Still refueling your car or already recharging it? And what role does Purchasing play in e-mobility?
Let me begin by speaking up for my colleagues in purchasing. They belong to one of the professional groups constantly confronted with change. New legislation and regulations are a constant and something new comes along daily. Purchasing is involved and has to consider numerous aspects, which can be challenging. This also applies to taking cars with internal combustion engines off the road beginning in 2035.
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While the public sector has been quiet about e-mobility, I can tell you from my experience that some implementation has already been in full swing behind the scenes. And many purchasing managers along with their teams have also been involved in this process. The upcoming e-mobility wave will admittedly turn a lot of things upside down, especially in the automotive industry. We will all be affected as car drivers, designers, development engineers, buyers, gas station leaseholders, and many more roles. Keywords that keep coming up in this connection are “sustainability” and “standardization.”
Why change your thinking now?
The trigger for why we all have to rethink is the historic decision to eliminate internal combustion engines in the EU starting in 2035. This is an enormous step, considering how many of them are currently still on the road. Whether this goal can be achieved with the added challenges of the energy crisis is still up in the air. Nevertheless, the fact is that the EU Parliament even voted to ban new cars emitting CO2 as of 2030. In Germany, Environmental Minister Steffi Lemke already made it an official issue. On behalf of the German government, she announced in Brussels last March that she was behind on the goal of phasing out internal combustion engines in cars and vans by 2035. With this decision, however, the negative rhetoric has become much louder again.
And that’s not gonna get us very far…
When we speak with colleagues, business partners, customers or others about e-mobility, everyone has their opinion and certainly one or two thought-terminating clichés ready: “The cars can’t drive long distances yet.” “There aren’t enough charging stations.” “E-vehicles are anything but green.” “The batteries are life-threatening in accidents,” and so on.
Nevertheless, the plans for the conversion to e-mobility have been in the drawer for a long time. At the Global Climate Change Conference in Glasgow back in November 2021, for example, several major automakers including Mercedes and Ford required a sales ban on internal combustion vehicles in leading markets beginning in 2035. That means manufacturers have been thinking about this for a long time and can counter some of these thought-terminating clichés. “Insufficient range” is widely regarded as the knockout argument as e-cars used to be pure city vehicles. Yet the trend is changing. The ranges are getting wider and are already approaching and even exceeding those of a gasoline or diesel engine. Some good comparisons of e-car ranges dating back to 2021 are available, for example on https://www.evara.com/. There you can look for yourself and browse the statistics on this.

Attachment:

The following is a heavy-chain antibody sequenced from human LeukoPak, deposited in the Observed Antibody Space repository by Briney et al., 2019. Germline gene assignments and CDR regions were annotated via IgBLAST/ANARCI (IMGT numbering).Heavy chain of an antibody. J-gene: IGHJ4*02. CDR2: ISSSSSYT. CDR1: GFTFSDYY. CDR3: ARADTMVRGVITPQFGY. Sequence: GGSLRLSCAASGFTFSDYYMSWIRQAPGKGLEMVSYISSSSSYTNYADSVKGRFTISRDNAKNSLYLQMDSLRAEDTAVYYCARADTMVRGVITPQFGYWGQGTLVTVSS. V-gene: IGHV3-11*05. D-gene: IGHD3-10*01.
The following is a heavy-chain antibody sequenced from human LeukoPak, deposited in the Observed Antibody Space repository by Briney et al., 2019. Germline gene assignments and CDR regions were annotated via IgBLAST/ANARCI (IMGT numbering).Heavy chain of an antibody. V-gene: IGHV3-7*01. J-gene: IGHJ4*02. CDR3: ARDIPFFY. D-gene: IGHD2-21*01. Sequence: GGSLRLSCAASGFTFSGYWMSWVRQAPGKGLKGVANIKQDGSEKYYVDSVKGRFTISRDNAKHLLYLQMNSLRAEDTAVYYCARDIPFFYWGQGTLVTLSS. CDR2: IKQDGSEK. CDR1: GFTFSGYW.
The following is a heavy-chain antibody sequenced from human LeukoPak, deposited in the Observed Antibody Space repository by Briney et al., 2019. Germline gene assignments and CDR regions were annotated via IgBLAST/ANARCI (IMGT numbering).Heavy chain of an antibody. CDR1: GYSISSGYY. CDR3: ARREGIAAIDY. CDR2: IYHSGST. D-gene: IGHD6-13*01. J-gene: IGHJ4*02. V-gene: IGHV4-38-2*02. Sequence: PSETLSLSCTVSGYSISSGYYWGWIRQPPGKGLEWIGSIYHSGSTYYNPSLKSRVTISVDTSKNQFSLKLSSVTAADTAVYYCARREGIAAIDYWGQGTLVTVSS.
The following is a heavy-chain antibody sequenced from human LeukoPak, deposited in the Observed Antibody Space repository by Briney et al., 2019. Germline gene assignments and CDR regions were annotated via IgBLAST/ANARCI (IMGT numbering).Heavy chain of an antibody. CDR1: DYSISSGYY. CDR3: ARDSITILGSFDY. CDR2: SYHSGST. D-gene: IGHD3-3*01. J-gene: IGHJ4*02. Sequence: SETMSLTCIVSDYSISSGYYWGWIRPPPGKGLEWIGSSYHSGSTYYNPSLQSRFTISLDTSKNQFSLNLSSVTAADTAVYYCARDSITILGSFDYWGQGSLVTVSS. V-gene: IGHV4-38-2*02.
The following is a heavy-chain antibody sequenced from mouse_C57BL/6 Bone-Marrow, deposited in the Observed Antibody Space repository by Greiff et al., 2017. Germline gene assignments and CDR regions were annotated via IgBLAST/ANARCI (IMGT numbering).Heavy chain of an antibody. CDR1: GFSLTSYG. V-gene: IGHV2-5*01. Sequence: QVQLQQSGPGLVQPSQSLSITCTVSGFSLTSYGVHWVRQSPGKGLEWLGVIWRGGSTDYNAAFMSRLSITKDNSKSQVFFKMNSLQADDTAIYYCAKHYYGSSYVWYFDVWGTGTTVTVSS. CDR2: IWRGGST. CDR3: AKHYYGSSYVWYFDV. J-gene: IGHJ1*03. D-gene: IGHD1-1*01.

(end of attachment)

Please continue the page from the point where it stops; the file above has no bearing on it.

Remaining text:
So where should I charge my car?
Another thought-terminating cliché is that there are not enough charging stations. Admittedly, rural areas specifically still have some catching up to do, although the number of charging stations in public spaces continues to rise. For example, today almost every parking garage has several charging stations available. Just take a walk through the city with your eyes wide open and see that the number of charging stations has already increased. Data by Statista from July 2022 shows that there were 21,498 charging stations in Germany in the first quarter of 2021 and as many as 28,747 by the third quarter of 2022. The current trend is therefore pointing upwards.
E-cars only seem to be green
Many people criticize e-mobility for being green only for appearances. The important thing here is that we look at the entire life cycle of an e-car from production, maintenance, disposal, vehicle and battery recycling, energy consumption, and the effort required to supply it with electricity. In a study by the German Federal Ministry for the Environment, electric vehicles were compared to internal combustion engines and additional interesting facts were presented. According to the study, the greenhouse gas emissions of a compact-class e-vehicle today are lower than those of comparable gasoline-powered vehicles over their entire life span. However, the conclusion also shows that electric vehicles cannot be the only strategy to meet the goals of climate and environmental protection in terms of road transport.
Are you familiar with DAF?
Purchasing will face a lot of challenges in the coming months and years, along with some thought-terminating clichés. Please don’t let them convince you that new ideas or innovations on sustainability or other issues are impossible. Because of this, I recommend DAF [discreet acknowledgement formula] to everyone. If you would like to know more and how this method works in your Purchasing, then let’s talk on LinkedIn or in a personal appointment.
For more on this and other issues concerning sustainable purchasing strategies, listen to my podcast.